When most visitors to the Outer Banks hear the words “Pea Island,” images of a windswept wildlife refuge that stretches from sea to sound on the northern tip of Hatteras Island often come to mind first. But for those familiar with the storied past of the barrier islands off the coast of North Carolina, such words don’t just conjure thoughts of a location known for exceptional shelling spots and opportunities to see a wide array of wildlife in their natural habitats—the area is synonymous with one of the most important groups of people in Outer Banks history: the surfmen of the life-saving station at Pea Island.
Decades before thousands of vacationers venturing to the Outer Banks for a week of rest and relaxation began spending time on Pea Island National Wildlife Refuge during their stay, this narrow sliver of sand just south of Oregon Inlet served as the location of the U.S. Life-Saving Service’s Station 17. Founded in 1871, the U.S. Life-Saving Service was tasked with ensuring the safe passage of sailors aboard vessels that made their way up and down the shipping lines along the Eastern Seaboard. The shifting shoals off the Outer Banks of North Carolina proved extremely treacherous for even the most experienced of sailors to navigate, resulting in so many dozens of shipwrecks over the years that the region was subsequently dubbed “the Graveyard of the Atlantic.”
For Station 17, architect J. Lake Parkinson designed a boathouse-type structure to be erected on the sandbar overlooking the shoreline of the Atlantic Ocean. Featuring rustic wood walls, dormers to allow light to splash onto second floor, and a crow’s nest that offered a 360-degree view of the surrounding area, the life-saving station became home to a crew of seven surfmen led by the now-infamous Richard Etheridge. Although it was one of seven life-saving stations to be constructed along the North Carolina coast during this time period, Station 17 was unique in that it was the only station in the country manned by an all-black crew. Born a slave in January 1842, Etheridge enlisted in the Union army in August 1863, shortly after the North invaded the Outer Banks—and with considerable Civil War experience under his belt, he joined the U.S. Life-Saving Service upon his return home from the war.
Continuously faced with the grave and imminent danger posed by strong currents, rough seas and frequent storms off the North Carolina coast, the surfmen at Station 17 had their work cut out for them each day they reported for duty. Though Etheridge was, at one time, one of only eight African-Americans serving in the entire U.S. Life-Saving Service, his sharp skills and superior leadership abilities quickly led to his promotion, and he soon became the first black keeper to serve in the U.S. Life-Saving Service.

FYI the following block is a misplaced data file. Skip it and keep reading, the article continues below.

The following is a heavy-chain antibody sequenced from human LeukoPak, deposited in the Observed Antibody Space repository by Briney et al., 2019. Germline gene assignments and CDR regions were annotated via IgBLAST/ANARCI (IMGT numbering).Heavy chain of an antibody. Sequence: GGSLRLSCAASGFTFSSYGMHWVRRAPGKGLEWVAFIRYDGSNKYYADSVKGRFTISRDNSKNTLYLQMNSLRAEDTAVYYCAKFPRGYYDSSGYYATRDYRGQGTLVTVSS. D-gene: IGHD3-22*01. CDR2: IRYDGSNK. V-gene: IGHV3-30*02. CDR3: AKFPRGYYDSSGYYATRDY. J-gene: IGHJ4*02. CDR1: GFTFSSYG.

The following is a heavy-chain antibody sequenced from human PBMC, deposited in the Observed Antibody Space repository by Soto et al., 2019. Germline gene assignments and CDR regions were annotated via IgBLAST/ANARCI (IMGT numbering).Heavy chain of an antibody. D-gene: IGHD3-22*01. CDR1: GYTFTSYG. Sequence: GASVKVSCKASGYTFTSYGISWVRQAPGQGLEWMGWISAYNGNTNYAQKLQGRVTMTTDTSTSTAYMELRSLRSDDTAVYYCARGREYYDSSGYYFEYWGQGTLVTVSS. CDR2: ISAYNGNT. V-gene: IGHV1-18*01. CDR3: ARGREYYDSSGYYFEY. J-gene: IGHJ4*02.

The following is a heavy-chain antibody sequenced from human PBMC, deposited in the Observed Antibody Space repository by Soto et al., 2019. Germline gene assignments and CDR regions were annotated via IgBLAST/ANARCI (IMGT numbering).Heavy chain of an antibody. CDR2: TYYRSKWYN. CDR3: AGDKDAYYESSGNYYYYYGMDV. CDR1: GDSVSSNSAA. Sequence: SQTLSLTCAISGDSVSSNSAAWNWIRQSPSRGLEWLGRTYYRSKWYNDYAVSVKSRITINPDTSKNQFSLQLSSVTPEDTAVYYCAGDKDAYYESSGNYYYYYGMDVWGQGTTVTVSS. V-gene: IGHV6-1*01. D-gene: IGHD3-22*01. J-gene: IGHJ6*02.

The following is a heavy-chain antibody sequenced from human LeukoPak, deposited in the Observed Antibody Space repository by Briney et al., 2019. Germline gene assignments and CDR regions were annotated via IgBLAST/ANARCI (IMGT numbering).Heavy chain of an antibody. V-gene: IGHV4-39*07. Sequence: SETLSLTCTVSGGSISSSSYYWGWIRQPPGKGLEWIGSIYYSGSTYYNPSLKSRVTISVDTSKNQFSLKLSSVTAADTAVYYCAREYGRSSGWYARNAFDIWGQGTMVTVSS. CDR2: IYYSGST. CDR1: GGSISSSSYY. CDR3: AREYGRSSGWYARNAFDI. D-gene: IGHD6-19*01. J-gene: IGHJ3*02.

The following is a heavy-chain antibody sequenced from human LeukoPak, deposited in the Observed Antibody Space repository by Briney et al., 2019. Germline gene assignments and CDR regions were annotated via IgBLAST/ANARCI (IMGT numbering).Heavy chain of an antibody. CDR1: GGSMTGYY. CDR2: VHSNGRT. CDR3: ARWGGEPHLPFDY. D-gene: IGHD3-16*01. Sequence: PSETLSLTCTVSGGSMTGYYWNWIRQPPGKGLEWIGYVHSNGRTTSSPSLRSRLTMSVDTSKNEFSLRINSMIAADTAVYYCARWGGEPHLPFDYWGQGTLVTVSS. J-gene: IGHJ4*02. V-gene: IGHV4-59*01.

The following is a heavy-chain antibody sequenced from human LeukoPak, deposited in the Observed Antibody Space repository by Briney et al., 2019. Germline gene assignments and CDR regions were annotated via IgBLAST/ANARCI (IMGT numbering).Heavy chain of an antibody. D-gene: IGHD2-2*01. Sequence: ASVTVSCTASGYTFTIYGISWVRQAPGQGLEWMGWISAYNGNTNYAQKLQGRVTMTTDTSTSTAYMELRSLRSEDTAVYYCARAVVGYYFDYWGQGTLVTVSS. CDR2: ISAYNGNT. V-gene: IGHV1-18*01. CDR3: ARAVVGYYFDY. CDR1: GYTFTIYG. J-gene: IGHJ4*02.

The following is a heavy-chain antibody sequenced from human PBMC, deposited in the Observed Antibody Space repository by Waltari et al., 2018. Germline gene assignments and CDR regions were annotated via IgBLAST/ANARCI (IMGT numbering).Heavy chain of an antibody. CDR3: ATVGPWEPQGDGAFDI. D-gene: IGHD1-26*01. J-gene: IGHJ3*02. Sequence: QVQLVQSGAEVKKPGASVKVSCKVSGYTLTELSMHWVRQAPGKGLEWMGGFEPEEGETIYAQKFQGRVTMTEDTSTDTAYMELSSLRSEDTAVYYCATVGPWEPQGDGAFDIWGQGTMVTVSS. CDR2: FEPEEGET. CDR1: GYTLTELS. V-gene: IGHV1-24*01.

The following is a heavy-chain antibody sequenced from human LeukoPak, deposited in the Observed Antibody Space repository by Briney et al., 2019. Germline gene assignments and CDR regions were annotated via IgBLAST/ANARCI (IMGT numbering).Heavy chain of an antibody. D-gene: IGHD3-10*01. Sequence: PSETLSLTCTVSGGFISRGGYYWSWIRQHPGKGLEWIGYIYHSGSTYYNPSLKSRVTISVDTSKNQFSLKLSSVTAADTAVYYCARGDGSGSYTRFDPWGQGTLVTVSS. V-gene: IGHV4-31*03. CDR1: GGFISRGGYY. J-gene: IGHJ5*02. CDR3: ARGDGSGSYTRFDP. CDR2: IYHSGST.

Etheridge and his all-black crew on Pea Island earned a reputation for operating “one of the tautest [life-saving stations] on the Carolina coast,” and made headlines when they rescued nine crew members off the E.S. Newman, a three-masted schooner that had veered 100 miles off course in a storm on Oct. 11, 1896. Etheridge and his fellow surfmen fought massive waves, pouring rain and blowing wind for hours on end as they repeatedly ventured into the ocean and back to the shore 10 times to save every sailor from the E.S. Newman—an effort for which the Station 17 crew was posthumously awarded a Gold Lifesaving Medal on the mission’s 100 anniversary in 1996.
The Pea Island life-saving station, its crew and, most notably, its leader, keeper Richard Etheridge, played a pivotal role in the history of both the Outer Banks and the U.S. Life-Saving Service, which would later evolve into the modern-day United States Coast Guard. After 20 years of service at Station 17, Etheridge fell ill at the age of 58 and passed away in January 1900. The life-saving services provided by the station continued to be operated by an all-black crew until the end of World War II, and the station was officially decommissioned in 1947. Shortly after the turn of the 21st century, William Charles Bowser—one of the last living surfmen to serve at the station—passed away in June 2006, at the age of 91. In March 2010, Herbert Collins—the surfman who had secured the locks on Station 17 on the day it officially closed—also passed away.
Although the life-saving station at Pea Island sat empty for decades and was left to deteriorate in the harsh conditions that characterize the desolate sandbar on the edge of the earth, the structure underwent an extension renovation in 2008. Stay tuned for our next story, which will highlight the renovations performed on this life-saving station that has earned a spot on the National Register of Historic Places.